Did primates emerge in a baptism of fire? meteorite impact and forest blazes 56 million years ago may have triggered our evolution


Did primates emerge in a baptism of fire? meteorite impact and forest blazes 56 million years ago may have triggered our evolution

03 October 2016

published byhttp://www.dailymail.co.uk


World —  It was one of the most extreme periods of global warming in our planet’s history, producing a sudden change in conditions that led to the first primates appearing on Earth.

Now, new evidence suggests the trigger for this sudden rise in global temperatures may have been a large meteorite or comet that smashed into the Earth and caused widespread wildfires.

Geologists claim to have found debris from the impact 56 million years ago scattered across North America along with heavy charcoal deposits as the material thrown outwards set forests alight.

Researchers estimate the blazes resulted in an increase in erosion that saw huge amounts of sediment being washed into the ocean.

This is thought to have triggered a mass extinction that wiped out 40—60 per cent of deep sea creatures living on the ocean floor but also brought a boom to plankton near the ocean surface.

The mammals also enjoyed great success, appearing in Europe and North America for the first time.

It is thought many new mammalian forms of life including horses and our own branch of the evolutionary tree, the primates, appeared around this time.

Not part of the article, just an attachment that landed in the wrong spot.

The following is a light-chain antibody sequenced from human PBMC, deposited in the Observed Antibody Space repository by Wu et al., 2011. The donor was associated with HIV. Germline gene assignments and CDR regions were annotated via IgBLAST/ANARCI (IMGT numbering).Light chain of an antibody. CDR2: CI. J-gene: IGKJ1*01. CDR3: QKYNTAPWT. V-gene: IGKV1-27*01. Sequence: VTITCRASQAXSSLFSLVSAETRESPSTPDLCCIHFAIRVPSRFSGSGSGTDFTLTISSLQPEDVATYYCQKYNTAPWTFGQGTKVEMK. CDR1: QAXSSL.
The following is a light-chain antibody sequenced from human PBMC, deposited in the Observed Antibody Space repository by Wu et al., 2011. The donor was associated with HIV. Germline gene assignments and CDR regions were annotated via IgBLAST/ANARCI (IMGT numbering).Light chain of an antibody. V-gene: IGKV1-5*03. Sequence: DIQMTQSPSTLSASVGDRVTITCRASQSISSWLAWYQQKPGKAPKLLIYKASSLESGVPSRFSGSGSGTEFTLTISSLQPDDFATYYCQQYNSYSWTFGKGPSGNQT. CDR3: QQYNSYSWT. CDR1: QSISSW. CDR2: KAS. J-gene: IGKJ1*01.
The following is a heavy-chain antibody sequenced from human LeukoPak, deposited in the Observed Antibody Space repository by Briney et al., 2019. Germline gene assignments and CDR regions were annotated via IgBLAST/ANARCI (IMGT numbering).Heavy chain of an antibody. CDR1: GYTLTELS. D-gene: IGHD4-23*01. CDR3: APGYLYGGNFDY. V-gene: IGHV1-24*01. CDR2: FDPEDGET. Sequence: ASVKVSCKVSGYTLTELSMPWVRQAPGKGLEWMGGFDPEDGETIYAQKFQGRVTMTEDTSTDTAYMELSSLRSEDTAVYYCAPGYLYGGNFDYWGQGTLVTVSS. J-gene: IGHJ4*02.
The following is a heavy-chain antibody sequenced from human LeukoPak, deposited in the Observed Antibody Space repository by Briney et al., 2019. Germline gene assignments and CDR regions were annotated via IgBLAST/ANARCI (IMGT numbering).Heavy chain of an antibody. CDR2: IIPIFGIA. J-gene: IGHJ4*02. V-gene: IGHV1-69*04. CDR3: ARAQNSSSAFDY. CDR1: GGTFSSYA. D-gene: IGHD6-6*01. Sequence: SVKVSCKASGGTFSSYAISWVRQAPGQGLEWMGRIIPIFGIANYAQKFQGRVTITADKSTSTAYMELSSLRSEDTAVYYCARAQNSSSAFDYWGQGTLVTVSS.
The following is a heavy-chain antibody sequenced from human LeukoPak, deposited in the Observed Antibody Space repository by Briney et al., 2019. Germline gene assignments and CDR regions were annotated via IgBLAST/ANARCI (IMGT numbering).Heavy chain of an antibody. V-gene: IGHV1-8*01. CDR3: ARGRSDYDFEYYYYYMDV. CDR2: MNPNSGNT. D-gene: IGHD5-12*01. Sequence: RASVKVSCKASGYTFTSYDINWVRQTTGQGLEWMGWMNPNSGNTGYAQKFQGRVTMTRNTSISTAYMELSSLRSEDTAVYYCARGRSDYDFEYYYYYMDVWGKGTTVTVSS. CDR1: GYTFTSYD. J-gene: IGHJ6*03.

According to the new studies, which were presented at the Geological Society of America in Denver Colorado, we may owe our presence here to a meteor impact just a few million years after one wiped out the dinosaurs 66 million years ago.

It suggests that we may owe our success to not just one meteorite impact, but two.

Dr Morgan Schaller, a geologist Rensselaer Polytechnic Institute in Troy, New York, who led the study, told Science News: ‘The timing is nothing short of remarkable.’

Global surface temperatures are thought to have soared by as much as 11°F (6°C) from the late Pleocene into the early Eocene period.

There are several theories that aim to explain what triggered this dramatic change including massive volcanic eruptions, a mass burning of peat or release of methane gas from ocean sediments.

But the new research presented by Dr Schaller and his colleagues points to a large meteorite or comet impact.

They found glassy spheres made mainly from silica up to 10 inches across in the sediment of the Atlantic margin off the east coast of the US.


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